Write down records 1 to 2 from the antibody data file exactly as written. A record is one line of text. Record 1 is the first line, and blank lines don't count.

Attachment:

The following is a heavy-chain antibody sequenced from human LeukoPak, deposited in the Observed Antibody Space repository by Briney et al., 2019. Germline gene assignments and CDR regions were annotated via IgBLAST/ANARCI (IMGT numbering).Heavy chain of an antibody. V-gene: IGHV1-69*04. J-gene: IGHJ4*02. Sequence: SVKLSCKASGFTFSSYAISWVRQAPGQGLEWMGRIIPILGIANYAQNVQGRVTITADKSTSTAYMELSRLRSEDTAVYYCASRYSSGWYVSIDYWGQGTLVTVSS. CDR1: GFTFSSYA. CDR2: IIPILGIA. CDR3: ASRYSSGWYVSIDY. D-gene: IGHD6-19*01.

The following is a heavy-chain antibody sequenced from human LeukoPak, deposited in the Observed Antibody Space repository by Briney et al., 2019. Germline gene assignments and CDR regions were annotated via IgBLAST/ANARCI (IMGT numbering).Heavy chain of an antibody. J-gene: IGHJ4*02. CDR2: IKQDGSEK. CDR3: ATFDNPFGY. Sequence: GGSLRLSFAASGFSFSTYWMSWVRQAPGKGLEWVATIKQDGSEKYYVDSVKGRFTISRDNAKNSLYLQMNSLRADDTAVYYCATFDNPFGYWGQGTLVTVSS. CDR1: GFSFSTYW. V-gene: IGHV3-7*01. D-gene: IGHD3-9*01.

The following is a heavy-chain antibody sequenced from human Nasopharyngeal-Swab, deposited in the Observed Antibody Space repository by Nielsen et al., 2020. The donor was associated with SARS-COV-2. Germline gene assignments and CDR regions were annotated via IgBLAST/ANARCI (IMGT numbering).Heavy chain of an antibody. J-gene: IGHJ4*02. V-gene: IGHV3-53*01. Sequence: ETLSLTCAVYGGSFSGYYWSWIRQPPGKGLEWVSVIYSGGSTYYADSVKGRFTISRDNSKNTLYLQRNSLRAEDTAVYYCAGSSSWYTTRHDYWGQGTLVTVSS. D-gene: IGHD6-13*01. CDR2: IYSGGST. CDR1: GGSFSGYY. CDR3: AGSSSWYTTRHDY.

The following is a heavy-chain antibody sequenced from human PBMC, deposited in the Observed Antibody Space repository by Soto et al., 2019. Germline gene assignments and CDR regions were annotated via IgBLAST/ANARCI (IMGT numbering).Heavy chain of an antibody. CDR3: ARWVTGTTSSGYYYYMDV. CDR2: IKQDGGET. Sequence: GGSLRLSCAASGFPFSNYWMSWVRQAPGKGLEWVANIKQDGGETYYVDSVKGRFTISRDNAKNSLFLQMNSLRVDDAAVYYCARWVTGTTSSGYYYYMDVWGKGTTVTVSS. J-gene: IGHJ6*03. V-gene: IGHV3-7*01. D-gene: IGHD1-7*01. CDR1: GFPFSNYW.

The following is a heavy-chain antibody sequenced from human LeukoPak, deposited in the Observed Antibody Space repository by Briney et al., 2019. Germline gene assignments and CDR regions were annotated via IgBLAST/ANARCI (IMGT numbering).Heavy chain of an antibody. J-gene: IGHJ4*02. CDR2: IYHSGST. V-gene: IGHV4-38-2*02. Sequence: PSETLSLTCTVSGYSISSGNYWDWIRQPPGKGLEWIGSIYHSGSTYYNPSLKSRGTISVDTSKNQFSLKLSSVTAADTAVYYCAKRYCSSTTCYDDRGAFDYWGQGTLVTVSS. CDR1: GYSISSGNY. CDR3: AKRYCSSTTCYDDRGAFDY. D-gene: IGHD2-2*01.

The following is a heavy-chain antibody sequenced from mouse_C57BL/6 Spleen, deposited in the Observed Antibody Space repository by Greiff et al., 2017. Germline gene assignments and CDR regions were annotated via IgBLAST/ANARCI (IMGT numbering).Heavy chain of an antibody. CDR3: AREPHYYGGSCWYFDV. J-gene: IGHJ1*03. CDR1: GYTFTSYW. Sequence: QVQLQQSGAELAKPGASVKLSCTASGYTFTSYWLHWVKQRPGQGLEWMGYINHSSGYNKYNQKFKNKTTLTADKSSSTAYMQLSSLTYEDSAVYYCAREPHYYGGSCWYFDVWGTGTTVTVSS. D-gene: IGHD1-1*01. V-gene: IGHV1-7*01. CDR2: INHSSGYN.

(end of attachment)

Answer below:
The following is a heavy-chain antibody sequenced from human LeukoPak, deposited in the Observed Antibody Space repository by Briney et al., 2019. Germline gene assignments and CDR regions were annotated via IgBLAST/ANARCI (IMGT numbering).Heavy chain of an antibody. V-gene: IGHV1-69*04. J-gene: IGHJ4*02. Sequence: SVKLSCKASGFTFSSYAISWVRQAPGQGLEWMGRIIPILGIANYAQNVQGRVTITADKSTSTAYMELSRLRSEDTAVYYCASRYSSGWYVSIDYWGQGTLVTVSS. CDR1: GFTFSSYA. CDR2: IIPILGIA. CDR3: ASRYSSGWYVSIDY. D-gene: IGHD6-19*01.

The following is a heavy-chain antibody sequenced from human LeukoPak, deposited in the Observed Antibody Space repository by Briney et al., 2019. Germline gene assignments and CDR regions were annotated via IgBLAST/ANARCI (IMGT numbering).Heavy chain of an antibody. J-gene: IGHJ4*02. CDR2: IKQDGSEK. CDR3: ATFDNPFGY. Sequence: GGSLRLSFAASGFSFSTYWMSWVRQAPGKGLEWVATIKQDGSEKYYVDSVKGRFTISRDNAKNSLYLQMNSLRADDTAVYYCATFDNPFGYWGQGTLVTVSS. CDR1: GFSFSTYW. V-gene: IGHV3-7*01. D-gene: IGHD3-9*01.